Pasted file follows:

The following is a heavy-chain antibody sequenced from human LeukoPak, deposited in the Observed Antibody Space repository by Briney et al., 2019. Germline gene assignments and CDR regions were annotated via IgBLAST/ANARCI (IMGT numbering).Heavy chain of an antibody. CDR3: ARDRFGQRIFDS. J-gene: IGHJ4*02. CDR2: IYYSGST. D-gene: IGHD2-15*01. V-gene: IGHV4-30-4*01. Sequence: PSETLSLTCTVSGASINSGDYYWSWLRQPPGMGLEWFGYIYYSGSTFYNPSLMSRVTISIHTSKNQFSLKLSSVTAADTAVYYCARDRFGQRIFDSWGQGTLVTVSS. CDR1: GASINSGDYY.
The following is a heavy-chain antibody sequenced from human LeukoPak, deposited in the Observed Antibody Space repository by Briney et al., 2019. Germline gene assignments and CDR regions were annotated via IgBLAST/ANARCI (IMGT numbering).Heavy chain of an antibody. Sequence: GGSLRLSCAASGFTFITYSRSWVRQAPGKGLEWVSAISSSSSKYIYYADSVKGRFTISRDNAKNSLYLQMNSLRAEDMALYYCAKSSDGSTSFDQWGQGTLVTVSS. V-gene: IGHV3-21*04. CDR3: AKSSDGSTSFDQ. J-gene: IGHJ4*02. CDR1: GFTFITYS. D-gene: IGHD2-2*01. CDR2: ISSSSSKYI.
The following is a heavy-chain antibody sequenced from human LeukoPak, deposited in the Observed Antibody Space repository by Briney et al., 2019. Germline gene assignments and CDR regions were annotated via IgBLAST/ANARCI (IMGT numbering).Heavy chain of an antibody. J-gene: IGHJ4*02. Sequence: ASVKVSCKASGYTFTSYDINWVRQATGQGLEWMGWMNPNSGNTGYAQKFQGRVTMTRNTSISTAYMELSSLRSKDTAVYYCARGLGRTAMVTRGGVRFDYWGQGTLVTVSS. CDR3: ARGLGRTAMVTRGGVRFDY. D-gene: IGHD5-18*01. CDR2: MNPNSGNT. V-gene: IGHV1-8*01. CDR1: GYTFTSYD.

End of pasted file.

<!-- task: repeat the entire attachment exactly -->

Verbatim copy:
The following is a heavy-chain antibody sequenced from human LeukoPak, deposited in the Observed Antibody Space repository by Briney et al., 2019. Germline gene assignments and CDR regions were annotated via IgBLAST/ANARCI (IMGT numbering).Heavy chain of an antibody. CDR3: ARDRFGQRIFDS. J-gene: IGHJ4*02. CDR2: IYYSGST. D-gene: IGHD2-15*01. V-gene: IGHV4-30-4*01. Sequence: PSETLSLTCTVSGASINSGDYYWSWLRQPPGMGLEWFGYIYYSGSTFYNPSLMSRVTISIHTSKNQFSLKLSSVTAADTAVYYCARDRFGQRIFDSWGQGTLVTVSS. CDR1: GASINSGDYY.
The following is a heavy-chain antibody sequenced from human LeukoPak, deposited in the Observed Antibody Space repository by Briney et al., 2019. Germline gene assignments and CDR regions were annotated via IgBLAST/ANARCI (IMGT numbering).Heavy chain of an antibody. Sequence: GGSLRLSCAASGFTFITYSRSWVRQAPGKGLEWVSAISSSSSKYIYYADSVKGRFTISRDNAKNSLYLQMNSLRAEDMALYYCAKSSDGSTSFDQWGQGTLVTVSS. V-gene: IGHV3-21*04. CDR3: AKSSDGSTSFDQ. J-gene: IGHJ4*02. CDR1: GFTFITYS. D-gene: IGHD2-2*01. CDR2: ISSSSSKYI.
The following is a heavy-chain antibody sequenced from human LeukoPak, deposited in the Observed Antibody Space repository by Briney et al., 2019. Germline gene assignments and CDR regions were annotated via IgBLAST/ANARCI (IMGT numbering).Heavy chain of an antibody. J-gene: IGHJ4*02. Sequence: ASVKVSCKASGYTFTSYDINWVRQATGQGLEWMGWMNPNSGNTGYAQKFQGRVTMTRNTSISTAYMELSSLRSKDTAVYYCARGLGRTAMVTRGGVRFDYWGQGTLVTVSS. CDR3: ARGLGRTAMVTRGGVRFDY. D-gene: IGHD5-18*01. CDR2: MNPNSGNT. V-gene: IGHV1-8*01. CDR1: GYTFTSYD.